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Avoidant Personality Disorder is characterized by a pervasive pattern of:

  • social inhibition
  • feelings of inadequacy
  • hypersensitivity to negative evaluation, as indicated by at least four characteristic symptoms, e.g. -
    • avoids work activities involving interpersonal contact due to a fear of criticism, rejection, or disapproval;
    • is unwilling to get involved with people unless certain of being liked;
    • is preoccupied with concerns about being criticized or rejected;
    • views self as socially inept, inferior, or unappealing to others.



A diagnosis of Bipolar II Disorder requires at least one hypomanic episode and at least one major depressive episode.

A hypomanic episode lasts for at least four consecutive days and involves at least three symptoms that are also associated with a manic episode but are not severe enough to cause marked impairment in social or occupational functioning or require hospitalization.

A major depressive episode lasts for at least two weeks and involves at least five characteristic symptoms, at least one of which must be a depressed mood or a loss of interest or pleasure.



Dependent Personality Disorder involves a pervasive and excessive need to be taken care of, which leads to submissive, clinging behavior and a fear of separation as manifested by at least five characteristic symptoms - e.g.,

  • has difficulty making decisions without advice and reassurances from others;
  • fears disagreeing with others because it might lead to a loss of support;
  • has difficulty initiating projects on his/her own;
  • goes to great lengths to gain nurturance and support from others;
  • is unrealistically preoccupied with fears of being left to care for him/herself.



This disorder is diagnosed in the presence of persistent difficulties involving at least one of the following:

  • vaginal penetration during intercourse;
  • genito-pelvic pain during intercourse or penetration attempts;
  • anxiety about genito-pelvic pain before, during, or as a result of vaginal penetration;
  • tensing of pelvic floor muscles during attempted vaginal penetration.

Symptoms have persisted for, at a minimum, about six months and cause clinically significant distress.



Insomnia Disorder is characterized by dissatisfaction with sleep quality or quantity that is associated with at least one characteristic symptom -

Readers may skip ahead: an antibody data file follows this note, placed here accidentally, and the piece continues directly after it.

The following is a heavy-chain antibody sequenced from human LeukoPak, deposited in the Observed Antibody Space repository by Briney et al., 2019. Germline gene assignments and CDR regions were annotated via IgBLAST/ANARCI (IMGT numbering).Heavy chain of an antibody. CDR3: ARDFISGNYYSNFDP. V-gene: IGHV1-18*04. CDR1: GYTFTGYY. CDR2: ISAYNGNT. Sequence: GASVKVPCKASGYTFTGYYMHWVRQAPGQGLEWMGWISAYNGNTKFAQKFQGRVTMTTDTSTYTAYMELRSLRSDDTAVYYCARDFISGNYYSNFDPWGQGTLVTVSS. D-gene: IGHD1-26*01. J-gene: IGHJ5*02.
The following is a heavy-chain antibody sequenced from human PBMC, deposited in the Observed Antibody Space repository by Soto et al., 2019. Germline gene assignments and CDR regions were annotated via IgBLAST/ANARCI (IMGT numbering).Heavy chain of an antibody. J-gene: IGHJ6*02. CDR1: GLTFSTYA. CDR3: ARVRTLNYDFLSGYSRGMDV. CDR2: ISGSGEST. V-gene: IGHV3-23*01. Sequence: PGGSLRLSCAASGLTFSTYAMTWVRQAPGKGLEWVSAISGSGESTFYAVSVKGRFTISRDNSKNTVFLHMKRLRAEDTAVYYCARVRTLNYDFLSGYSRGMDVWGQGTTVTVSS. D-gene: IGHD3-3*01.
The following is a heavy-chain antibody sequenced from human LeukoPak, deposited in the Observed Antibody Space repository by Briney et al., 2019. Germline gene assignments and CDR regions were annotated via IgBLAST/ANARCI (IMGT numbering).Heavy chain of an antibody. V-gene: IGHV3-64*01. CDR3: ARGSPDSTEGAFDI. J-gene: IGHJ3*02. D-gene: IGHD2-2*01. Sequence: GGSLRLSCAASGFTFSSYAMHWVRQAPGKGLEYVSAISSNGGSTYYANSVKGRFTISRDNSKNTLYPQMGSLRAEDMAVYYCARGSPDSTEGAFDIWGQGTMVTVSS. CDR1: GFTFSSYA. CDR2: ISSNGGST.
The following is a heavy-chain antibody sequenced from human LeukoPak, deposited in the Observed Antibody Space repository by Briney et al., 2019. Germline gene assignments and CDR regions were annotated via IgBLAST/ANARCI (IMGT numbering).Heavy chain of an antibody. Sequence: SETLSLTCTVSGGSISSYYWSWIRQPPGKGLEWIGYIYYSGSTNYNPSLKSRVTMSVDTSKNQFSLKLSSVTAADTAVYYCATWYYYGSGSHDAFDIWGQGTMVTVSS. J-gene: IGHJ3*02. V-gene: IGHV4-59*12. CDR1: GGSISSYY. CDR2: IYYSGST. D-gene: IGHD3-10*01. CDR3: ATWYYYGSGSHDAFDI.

• difficulty initiating sleep;
  • difficulty maintaining sleep;
  • early-morning awakening with an inability to return to sleep.

The sleep disturbance occurs at least three nights each week, has been present for at least three months, occurs despite sufficient opportunities for sleep, and causes significant distress or impaired functioning.



Acculturation refers to the extent to which an individual from one cultural group has adopted the beliefs, attitudes, values, and other characteristics of another cultural group and can be conceptualized in terms of four categories:

  • integrated,
  • assimilated,
  • separate,
  • marginalized.



Acute Stress Disorder involves exposure to actual or threatened death. severe injury, or sexual violation in at least one of four ways:

  • direct experience of the event;
  • witnessing the event in person as it happened to others;
  • learning that the event occurred to a close family member or friend;
  • repeated or extreme exposure to aversive details of the event

plus at least nine symptoms from any of five categories

  • intrusion,
  • negative mood,
  • dissociative symptoms,
  • avoidance symptoms,
  • arousal symptoms.

Symptoms have a duration of three days to one month and cause clinically significant distress or impaired functioning.



The Adjustment Disorders involve the development of emotional or behavioral symptoms in response to one or more identifiable psychosocial stressors within three months of the onset of the stressors.

Symptoms must be clinically significant as evidenced by the presence of marked distress that is not proportional to the severity of the stressor and/or significant impairment in functioning, and they must remit within six months after termination of the stressor or its consequences.



A diagnosis of Agoraphobia requires the presence of marked fear or anxiety about at least two of five situations

  • using public transportation,
  • being in open spaces,
  • being in enclosed spaces,
  • standing in line or being part of a crowd,
  • and being outside the home alone.

The individual fears or avoids these situations due to a concern that escape might be difficult or help will be unavailable in case he/she develops incapacitating or embarrassing symptoms; and the situations nearly always provoke fear or anxiety and are actively avoided, require the presence of a companion, or are endured with intense fear or anxiety.

The fear or anxiety is persistent, is not proportional to the threat posed by the situations, and causes clinically significant distress or impaired functioning.



The essential features of Anorexia Nervosa are

  1. a restriction of energy intake that leads to a significantly low body weight;